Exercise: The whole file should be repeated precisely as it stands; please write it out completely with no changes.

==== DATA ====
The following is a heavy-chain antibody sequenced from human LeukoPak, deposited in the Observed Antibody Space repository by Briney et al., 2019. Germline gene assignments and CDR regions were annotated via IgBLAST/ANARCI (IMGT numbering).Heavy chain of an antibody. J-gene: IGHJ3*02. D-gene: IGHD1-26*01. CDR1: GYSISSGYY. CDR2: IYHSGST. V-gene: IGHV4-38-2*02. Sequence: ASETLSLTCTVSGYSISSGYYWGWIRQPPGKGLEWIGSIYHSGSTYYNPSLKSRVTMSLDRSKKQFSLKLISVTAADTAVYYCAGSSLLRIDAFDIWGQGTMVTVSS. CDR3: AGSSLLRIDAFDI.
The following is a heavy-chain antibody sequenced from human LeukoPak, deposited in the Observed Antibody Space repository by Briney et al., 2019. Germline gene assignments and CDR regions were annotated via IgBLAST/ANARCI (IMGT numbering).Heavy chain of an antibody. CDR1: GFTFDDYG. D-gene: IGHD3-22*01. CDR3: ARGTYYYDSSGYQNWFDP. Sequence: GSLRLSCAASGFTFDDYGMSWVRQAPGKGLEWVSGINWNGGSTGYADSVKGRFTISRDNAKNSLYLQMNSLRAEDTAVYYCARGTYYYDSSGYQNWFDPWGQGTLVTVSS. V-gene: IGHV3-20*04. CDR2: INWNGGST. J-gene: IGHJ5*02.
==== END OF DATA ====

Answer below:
The following is a heavy-chain antibody sequenced from human LeukoPak, deposited in the Observed Antibody Space repository by Briney et al., 2019. Germline gene assignments and CDR regions were annotated via IgBLAST/ANARCI (IMGT numbering).Heavy chain of an antibody. J-gene: IGHJ3*02. D-gene: IGHD1-26*01. CDR1: GYSISSGYY. CDR2: IYHSGST. V-gene: IGHV4-38-2*02. Sequence: ASETLSLTCTVSGYSISSGYYWGWIRQPPGKGLEWIGSIYHSGSTYYNPSLKSRVTMSLDRSKKQFSLKLISVTAADTAVYYCAGSSLLRIDAFDIWGQGTMVTVSS. CDR3: AGSSLLRIDAFDI.
The following is a heavy-chain antibody sequenced from human LeukoPak, deposited in the Observed Antibody Space repository by Briney et al., 2019. Germline gene assignments and CDR regions were annotated via IgBLAST/ANARCI (IMGT numbering).Heavy chain of an antibody. CDR1: GFTFDDYG. D-gene: IGHD3-22*01. CDR3: ARGTYYYDSSGYQNWFDP. Sequence: GSLRLSCAASGFTFDDYGMSWVRQAPGKGLEWVSGINWNGGSTGYADSVKGRFTISRDNAKNSLYLQMNSLRAEDTAVYYCARGTYYYDSSGYQNWFDPWGQGTLVTVSS. V-gene: IGHV3-20*04. CDR2: INWNGGST. J-gene: IGHJ5*02.